Daniël Kleinloog

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Δ⁹-Tetrahydrocannabinol (THC) produces transient psychomimetic effects in healthy volunteers, constituting a pharmacological model for psychosis. The dopaminergic antagonist haloperidol has previously been shown to reduce these effects. This placebo-controlled, cross-over study in 49 healthy, male, mild cannabis users aimed to further explore this model by(More)
The effects of drugs are not only determined by their pharmacological action, but also by user characteristics. This analysis explored the influence of personality on the differences in subjective effects in response to a standardized pharmacological challenge with the cannabinoid CB1/CB2 partial agonist Δ9-tetrahydrocannabinol (THC). To express the(More)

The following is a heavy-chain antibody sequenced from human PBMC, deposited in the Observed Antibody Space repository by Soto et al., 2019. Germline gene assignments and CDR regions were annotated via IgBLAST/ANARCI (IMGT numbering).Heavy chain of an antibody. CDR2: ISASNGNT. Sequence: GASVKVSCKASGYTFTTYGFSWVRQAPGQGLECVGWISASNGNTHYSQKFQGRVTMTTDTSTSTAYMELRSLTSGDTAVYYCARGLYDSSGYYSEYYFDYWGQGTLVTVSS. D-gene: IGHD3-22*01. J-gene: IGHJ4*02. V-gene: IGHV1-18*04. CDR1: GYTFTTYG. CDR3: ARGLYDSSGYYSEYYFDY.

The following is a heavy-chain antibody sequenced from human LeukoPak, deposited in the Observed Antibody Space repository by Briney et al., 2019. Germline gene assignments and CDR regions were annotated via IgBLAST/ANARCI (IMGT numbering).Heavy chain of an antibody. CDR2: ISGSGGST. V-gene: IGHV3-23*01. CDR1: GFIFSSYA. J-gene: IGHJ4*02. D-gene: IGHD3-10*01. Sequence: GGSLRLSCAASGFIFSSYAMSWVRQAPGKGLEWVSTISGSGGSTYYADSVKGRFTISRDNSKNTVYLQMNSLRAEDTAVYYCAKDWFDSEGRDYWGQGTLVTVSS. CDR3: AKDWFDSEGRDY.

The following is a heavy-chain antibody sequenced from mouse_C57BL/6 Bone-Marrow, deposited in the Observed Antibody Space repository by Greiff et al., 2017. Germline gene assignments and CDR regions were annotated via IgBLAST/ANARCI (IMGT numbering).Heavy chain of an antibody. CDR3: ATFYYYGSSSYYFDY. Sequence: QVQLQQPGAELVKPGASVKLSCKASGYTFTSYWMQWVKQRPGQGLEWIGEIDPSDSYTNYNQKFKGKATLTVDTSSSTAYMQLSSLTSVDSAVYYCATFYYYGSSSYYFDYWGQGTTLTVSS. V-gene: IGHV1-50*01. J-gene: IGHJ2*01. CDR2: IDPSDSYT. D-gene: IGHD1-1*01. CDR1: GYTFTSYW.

This analysis examines the neuronal foundation of drug-induced psychomimetic symptoms by relating the severity of these symptoms to changes in functional connectivity for a range of different psychoactive compounds with varying degrees of psychomimetic effects. The repeated measures design included 323 resting-state functional magnetic resonance imaging(More)
The psychomimetic effects that occur after acute administration of ketamine can constitute a model of psychosis and antipsychotic drug action. However, the optimal dose/concentration has not been established and there is a large variety in outcome measures. In this study, 36 healthy volunteers (21 males and 15 females) received infusions of S(+)-ketamine or(More)
The subjective effects of cannabis and its main psychoactive component Δ(9) -tetrahydrocannabinol (THC) have played an important part in determining the therapeutic potential of cannabinoid agonists and antagonists. The effects mainly consist of feeling high, changes in perception, feelings of relaxation and occasionally dysphoric reactions. These effects(More)
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